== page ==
Bringing health care out of the hallway and into the future
November 6, 2018

“Ending hallway health care is at the top of mind for almost all Ontarians, and it really is an issue that we must wrestle to the ground.”

With these words, Rheta Fanizza, Executive Vice-President, Residential and Community Services at Toronto’s Baycrest Health Sciences, kicked off a timely panel discussion at Innovative Solutions to Hallway Health Care, a policy event at Queen’s Park on Oct. 30 presented by Ontario’s Universities.

The event was the first in a Policy Discussion Series in which Ontario universities are bringing together government, policymakers and stakeholders for solutions-driven discussions to tackle the province’s most pressing issues.

Christine Elliott, Minister of Health and Long-Term Care, was joined by MPPs, health-care stakeholders, university researchers and members of the Premier’s Council on Improving Health Care, including its chair Rueben Devlin, to hear the expert panel discuss solutions to the stresses in the province’s health-care system.

David Piccini, MPP, Parliamentary Assistant to the Minister of Training, Colleges and Universities, opened the event by saying hallway health care was “not the way to deliver patient-centred care,” adding: “To meet the health-care needs of Ontarians of all ages, today and into the future, universities, researchers, government and health care stakeholders must continue to work together and have solutions and discussions such as these today.”

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Council of Ontario Universities President and CEO David Lindsay called for a “whole-of-society, whole-of-the-province conversation about how we can tackle the challenges of hallway medicine and an aging population.”

Panel moderator Fanizza brought the scale of the hallway health care problem sharply into focus. In 2015-16, she said, 3,900 Ontario hospital beds were occupied by people who should have been receiving care elsewhere in the system – that’s enough to fill 10 hospitals. In addition, she said, 33,000 people were on a wait list for long-term care. And given that one in four Ontarians will be over 65 by 2041, the challenge to the province’s health-care system is only growing.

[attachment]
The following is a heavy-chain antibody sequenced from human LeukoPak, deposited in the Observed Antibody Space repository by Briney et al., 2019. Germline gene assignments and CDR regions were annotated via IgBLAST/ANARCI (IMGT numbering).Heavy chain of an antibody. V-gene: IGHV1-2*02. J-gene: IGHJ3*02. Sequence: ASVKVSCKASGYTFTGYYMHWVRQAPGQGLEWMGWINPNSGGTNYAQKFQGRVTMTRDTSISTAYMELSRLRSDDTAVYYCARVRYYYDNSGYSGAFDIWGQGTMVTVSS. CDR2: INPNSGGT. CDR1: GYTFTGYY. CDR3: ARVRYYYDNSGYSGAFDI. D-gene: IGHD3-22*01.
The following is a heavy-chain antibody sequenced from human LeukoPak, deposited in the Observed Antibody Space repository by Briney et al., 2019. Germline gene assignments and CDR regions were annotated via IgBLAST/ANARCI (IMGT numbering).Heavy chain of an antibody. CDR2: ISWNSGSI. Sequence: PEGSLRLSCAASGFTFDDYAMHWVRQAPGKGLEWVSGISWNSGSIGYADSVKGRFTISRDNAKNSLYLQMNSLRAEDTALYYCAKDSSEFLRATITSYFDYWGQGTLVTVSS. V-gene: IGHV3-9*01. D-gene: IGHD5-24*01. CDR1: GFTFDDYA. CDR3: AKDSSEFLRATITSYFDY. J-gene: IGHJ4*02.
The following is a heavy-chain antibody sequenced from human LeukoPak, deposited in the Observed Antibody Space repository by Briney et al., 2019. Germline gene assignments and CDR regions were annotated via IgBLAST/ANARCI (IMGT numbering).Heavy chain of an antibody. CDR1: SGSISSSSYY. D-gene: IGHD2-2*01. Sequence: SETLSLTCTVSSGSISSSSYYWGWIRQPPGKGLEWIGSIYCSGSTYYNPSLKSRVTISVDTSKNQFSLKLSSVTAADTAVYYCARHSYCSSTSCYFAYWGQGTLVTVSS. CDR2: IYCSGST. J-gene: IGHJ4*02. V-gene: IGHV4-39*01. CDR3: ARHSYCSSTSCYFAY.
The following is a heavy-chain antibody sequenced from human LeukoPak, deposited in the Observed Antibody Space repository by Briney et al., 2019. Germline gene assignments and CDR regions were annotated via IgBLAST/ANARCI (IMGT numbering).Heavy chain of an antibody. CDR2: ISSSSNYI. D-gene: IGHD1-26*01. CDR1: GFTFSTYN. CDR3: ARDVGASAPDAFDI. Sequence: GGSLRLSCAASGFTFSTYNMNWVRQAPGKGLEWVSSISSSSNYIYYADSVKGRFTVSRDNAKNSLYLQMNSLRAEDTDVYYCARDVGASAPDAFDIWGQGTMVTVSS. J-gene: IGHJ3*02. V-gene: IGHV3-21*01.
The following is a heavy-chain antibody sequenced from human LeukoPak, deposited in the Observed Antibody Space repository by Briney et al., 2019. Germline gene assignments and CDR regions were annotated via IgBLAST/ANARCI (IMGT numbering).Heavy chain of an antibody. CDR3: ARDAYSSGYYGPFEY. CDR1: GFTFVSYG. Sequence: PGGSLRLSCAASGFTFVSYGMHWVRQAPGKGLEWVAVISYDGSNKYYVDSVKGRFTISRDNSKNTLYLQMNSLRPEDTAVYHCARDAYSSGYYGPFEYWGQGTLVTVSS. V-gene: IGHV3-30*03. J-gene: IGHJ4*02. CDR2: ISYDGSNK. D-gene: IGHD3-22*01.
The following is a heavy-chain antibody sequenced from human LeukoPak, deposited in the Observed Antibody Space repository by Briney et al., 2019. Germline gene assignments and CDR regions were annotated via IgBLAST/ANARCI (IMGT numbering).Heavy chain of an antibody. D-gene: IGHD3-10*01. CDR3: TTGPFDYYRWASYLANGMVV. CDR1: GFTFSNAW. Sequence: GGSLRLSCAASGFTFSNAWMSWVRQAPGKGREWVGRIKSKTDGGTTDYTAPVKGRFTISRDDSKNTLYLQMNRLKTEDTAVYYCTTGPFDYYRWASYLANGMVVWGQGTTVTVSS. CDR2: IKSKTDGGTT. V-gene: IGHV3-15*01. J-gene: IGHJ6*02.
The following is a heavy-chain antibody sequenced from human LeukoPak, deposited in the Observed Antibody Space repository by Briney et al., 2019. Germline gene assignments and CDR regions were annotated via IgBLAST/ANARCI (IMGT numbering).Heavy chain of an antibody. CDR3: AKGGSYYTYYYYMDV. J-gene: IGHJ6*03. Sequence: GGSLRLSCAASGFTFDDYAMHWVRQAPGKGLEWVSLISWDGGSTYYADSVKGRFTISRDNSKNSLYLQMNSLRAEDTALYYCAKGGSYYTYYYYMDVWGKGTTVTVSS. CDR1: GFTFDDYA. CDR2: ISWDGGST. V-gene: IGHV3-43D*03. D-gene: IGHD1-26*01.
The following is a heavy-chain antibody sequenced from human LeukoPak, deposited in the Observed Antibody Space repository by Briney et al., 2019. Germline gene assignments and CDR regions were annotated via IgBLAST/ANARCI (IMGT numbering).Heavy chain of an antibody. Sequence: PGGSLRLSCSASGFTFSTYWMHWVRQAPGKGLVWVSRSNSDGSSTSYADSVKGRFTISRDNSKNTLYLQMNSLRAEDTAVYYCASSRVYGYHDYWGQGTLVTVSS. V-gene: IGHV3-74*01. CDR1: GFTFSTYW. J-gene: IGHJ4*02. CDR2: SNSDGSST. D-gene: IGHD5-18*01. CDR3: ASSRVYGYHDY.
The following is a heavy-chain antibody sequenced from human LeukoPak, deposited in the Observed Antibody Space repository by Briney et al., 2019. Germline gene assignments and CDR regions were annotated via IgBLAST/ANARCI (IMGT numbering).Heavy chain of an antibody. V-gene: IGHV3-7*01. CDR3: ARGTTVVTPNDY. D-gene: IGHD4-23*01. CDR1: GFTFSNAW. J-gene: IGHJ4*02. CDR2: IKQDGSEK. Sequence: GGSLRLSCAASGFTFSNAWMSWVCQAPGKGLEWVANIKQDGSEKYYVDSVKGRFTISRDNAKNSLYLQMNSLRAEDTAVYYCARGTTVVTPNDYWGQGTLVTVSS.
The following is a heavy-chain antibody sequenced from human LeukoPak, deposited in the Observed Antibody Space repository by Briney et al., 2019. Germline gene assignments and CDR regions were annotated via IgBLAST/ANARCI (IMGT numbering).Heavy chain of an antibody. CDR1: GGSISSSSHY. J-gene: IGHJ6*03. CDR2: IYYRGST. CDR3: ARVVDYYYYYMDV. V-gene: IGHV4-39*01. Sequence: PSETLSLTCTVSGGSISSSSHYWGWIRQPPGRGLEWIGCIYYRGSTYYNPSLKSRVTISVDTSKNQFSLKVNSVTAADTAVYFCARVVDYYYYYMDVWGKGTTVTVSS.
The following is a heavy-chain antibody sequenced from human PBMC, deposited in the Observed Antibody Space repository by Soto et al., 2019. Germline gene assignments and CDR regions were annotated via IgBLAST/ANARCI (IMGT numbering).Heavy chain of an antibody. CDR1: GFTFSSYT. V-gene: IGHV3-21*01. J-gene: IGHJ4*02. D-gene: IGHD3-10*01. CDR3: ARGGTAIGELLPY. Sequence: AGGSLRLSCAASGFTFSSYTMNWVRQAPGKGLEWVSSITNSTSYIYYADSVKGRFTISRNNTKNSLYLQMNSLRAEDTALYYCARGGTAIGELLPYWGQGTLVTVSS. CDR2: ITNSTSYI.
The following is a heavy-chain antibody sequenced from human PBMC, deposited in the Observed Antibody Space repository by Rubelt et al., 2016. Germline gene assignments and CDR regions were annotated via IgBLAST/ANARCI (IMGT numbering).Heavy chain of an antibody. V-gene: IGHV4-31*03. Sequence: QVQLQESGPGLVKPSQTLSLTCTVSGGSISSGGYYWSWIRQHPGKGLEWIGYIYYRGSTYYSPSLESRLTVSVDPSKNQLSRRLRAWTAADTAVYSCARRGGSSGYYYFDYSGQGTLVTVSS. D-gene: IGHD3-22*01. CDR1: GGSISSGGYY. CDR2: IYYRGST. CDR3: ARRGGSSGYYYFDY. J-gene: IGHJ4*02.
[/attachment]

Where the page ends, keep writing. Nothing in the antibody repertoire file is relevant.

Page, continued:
Panellist Dr. Michael McGillion, Associate Professor and Assistant Dean of Research at McMaster University’s School of Nursing, talked about innovative technologies that can help the system meet the challenge. For example, one problem McMaster is working to solve is the high rate of post-surgical readmissions. McGillion said nearly one in five cardiac and major vascular surgery patients end up back in hospital within 60 days because of issues such as post-operative pain or heart arrhythmia.

In partnership with Philips, McMaster researchers have deployed the company’s Guardian technology to monitor the vital signs of post-operative patients on the ward in real time, 24 hours a day. Replacing the traditional, time-consuming system of manual checks by nurses, the system’s sensors now spot any deterioration in patients and immediately warn staff. And when patients over 65 are ready to go home, researchers equip them and their family with a tablet and Bluetooth-based monitoring system to send data such as blood pressure and oxygen saturation back three times a day to the hospital, improving outcomes and cutting back on readmissions.